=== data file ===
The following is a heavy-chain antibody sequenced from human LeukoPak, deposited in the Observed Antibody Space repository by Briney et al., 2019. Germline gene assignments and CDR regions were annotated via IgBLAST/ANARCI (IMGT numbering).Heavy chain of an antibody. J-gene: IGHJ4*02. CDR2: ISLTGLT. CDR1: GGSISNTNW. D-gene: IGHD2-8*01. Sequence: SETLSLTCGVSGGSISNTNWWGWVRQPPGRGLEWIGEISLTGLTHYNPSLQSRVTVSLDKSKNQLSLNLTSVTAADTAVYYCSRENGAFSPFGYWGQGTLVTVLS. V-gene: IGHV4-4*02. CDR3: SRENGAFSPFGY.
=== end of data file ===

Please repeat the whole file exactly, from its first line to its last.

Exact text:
The following is a heavy-chain antibody sequenced from human LeukoPak, deposited in the Observed Antibody Space repository by Briney et al., 2019. Germline gene assignments and CDR regions were annotated via IgBLAST/ANARCI (IMGT numbering).Heavy chain of an antibody. J-gene: IGHJ4*02. CDR2: ISLTGLT. CDR1: GGSISNTNW. D-gene: IGHD2-8*01. Sequence: SETLSLTCGVSGGSISNTNWWGWVRQPPGRGLEWIGEISLTGLTHYNPSLQSRVTVSLDKSKNQLSLNLTSVTAADTAVYYCSRENGAFSPFGYWGQGTLVTVLS. V-gene: IGHV4-4*02. CDR3: SRENGAFSPFGY.